A Regional Order Contested

Extreme instability has prompted a fundamental reconfiguration of the contemporary Middle East; as the old order crumbles, a new one has yet to emerge 

A banner highlighting the high cost of living in Saida, southern Lebanon, reads “Are you a Sunni or Shia? I am hungry.” Nov. 5, 2010. Ali Hashisho/Reuters

Looking at the current state of the Middle East, even the seasoned observer will be hard pressed to come up with an adequate frame of analysis to explain what seems to be an unprecedented state of regional instability. The region is today caught in a vortex of armed conflict, failed states, ideological extremism, multiple civil wars, and a catalog of human suffering that has few precedents in contemporary global politics. Rarely has the Middle East experienced such strategic disarray. 

Much of the policy analysis and media punditry in international capitals regarding the emergence of democracy after the Arab uprisings, the collapse of the Syrian regime, and the inexorable ascent of political Islam have reflected more wishful thinking than regional realities. The unravelling of the post-First World War Sykes-Picot agreement between the United Kingdom and France was frequently invoked in cliché fashion to assume that the current state system was approaching its demise. The prevailing assumption was that the convergence of the region’s civil wars, external interventions, and regional rivalries would usher in any number of scenarios foreshadowing the balkanization of the region. This too has proven to be premature as the regional state system has thus far proven to be more resilient than many had assumed. 

That the prevailing regional instability has defied conventional frames of analysis is related to how the nature and scope of geopolitical power competition and power politics affect aspects of the regional order itself. The Middle East may be witnessing something that goes beyond the periodic shifts in the balance of power. Rather, the current instability is eroding the pillars that have long upheld the regional order in the Middle East, and with it the norms and rules that have governed its politics. But while the old order may be crumbling, it is not clear what will replace it. This is because the emerging new order has now become the subject of intense competition between Arab and non-Arab states alike, one that will establish the new rules that will define the region’s politics.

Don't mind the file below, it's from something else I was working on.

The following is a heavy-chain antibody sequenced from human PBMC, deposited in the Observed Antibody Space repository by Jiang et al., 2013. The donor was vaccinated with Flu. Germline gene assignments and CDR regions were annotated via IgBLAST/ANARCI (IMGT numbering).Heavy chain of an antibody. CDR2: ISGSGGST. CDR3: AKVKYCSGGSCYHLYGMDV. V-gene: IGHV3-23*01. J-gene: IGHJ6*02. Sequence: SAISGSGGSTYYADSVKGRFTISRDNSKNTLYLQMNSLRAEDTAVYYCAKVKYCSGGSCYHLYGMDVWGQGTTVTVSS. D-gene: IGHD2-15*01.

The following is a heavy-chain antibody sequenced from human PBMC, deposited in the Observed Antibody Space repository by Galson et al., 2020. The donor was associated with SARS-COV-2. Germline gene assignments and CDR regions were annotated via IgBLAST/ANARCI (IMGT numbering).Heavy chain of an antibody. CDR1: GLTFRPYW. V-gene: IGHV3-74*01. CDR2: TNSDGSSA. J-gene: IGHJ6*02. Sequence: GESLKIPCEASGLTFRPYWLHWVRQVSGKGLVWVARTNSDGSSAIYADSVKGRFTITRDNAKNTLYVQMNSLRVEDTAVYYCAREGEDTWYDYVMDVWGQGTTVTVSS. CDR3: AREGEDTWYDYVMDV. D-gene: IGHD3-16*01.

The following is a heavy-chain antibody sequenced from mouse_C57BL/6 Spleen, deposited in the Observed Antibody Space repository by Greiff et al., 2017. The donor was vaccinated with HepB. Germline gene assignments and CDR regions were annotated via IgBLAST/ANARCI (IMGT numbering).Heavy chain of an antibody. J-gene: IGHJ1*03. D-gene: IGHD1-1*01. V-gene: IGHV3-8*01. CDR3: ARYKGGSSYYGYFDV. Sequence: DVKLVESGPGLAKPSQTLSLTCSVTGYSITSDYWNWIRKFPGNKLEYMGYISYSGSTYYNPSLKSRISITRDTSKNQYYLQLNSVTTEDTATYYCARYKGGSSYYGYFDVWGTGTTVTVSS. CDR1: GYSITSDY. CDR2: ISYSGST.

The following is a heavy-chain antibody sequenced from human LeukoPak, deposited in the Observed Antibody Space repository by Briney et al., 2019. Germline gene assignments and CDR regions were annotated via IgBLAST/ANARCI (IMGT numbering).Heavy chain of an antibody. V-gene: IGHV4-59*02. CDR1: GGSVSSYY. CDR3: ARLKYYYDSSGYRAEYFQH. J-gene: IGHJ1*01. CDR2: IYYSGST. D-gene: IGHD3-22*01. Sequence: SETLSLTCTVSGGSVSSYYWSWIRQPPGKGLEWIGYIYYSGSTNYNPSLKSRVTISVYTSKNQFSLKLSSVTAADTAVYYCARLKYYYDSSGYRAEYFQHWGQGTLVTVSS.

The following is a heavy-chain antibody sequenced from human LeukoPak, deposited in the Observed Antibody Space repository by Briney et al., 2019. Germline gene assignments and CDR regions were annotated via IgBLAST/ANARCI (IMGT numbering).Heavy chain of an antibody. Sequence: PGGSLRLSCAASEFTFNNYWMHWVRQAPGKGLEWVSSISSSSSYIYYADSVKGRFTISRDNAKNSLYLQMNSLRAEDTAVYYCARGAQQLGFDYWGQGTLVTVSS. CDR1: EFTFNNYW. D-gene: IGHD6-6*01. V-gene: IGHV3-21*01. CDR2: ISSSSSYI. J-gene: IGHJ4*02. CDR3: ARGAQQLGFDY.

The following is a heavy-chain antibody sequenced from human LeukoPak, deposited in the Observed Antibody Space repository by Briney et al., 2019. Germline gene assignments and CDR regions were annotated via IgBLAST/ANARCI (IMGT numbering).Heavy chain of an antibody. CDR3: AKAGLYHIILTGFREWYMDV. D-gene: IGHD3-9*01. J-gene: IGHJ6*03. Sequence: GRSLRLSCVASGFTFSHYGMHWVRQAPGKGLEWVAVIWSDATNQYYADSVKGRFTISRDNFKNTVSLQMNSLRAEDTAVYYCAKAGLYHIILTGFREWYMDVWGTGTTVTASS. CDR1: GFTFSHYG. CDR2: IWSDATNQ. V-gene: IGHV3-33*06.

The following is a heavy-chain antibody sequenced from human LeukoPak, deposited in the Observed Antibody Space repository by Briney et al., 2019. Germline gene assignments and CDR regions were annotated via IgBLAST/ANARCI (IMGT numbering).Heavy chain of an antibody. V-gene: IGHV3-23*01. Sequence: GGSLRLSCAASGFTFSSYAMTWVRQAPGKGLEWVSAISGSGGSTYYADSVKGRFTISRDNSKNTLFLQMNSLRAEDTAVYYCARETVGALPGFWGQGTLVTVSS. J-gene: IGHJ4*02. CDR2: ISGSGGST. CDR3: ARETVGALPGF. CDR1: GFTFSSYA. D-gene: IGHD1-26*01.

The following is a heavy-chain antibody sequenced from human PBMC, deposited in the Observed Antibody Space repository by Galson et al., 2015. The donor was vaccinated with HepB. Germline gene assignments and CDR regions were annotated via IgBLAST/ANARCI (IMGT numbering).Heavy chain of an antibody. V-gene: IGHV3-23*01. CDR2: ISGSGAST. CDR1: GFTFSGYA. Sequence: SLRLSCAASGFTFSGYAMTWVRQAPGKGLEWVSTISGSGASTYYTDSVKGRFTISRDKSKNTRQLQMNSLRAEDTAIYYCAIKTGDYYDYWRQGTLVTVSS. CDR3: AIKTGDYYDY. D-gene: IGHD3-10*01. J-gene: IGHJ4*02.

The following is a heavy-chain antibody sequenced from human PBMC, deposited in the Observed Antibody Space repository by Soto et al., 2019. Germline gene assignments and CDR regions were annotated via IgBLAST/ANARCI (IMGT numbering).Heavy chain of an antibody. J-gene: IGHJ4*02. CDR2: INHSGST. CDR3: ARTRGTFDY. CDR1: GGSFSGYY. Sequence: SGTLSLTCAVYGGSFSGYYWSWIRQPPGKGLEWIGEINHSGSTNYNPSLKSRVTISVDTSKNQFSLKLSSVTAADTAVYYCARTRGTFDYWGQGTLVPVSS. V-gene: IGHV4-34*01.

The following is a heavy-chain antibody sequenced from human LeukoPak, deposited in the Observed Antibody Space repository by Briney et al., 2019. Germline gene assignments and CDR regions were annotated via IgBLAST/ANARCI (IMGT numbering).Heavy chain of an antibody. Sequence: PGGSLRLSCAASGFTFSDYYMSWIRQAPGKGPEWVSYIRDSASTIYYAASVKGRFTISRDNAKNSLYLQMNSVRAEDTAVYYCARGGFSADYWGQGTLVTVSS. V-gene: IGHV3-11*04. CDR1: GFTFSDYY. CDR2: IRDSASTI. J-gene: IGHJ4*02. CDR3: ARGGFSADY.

Out with the Old: Eroding Pillars of Regional Order
Regional disarray in the Middle East can be traced back to the confluence of two strategic trends that have evolved gradually over the course of the last two decades: the weakening of the Arab core and the shift in the strategic posture of the United States toward the region. 

The Arab state system, despite the divergent political and geopolitical interests of its actors, was built on a common history, language and, above all, a unified regional political identity. In a sense, the Arab framework provided for the management of regional politics, which both mitigated inter-Arab rivalries and allowed Arab states to act as a strategic bulwark against the region’s non-Arab neighbors. Arab support for Iraq during its eight-year-long war with Iran; the political consensus in support of Syria’s intervention in the Lebanese civil war; the political cover provided by the Arab League in 1990 that paved the way for the U.S.-led international coalition to liberate Kuwait from Iraqi occupation; Egypt’s 1998 diplomatic intervention to defuse the crisis between Syria and Turkey; and the 2003 Arab Peace Initiative, which provided a framework for comprehensive peace with Israel, all exemplified how the Arab core functioned as a strategic pillar of regional order, albeit a shaky one.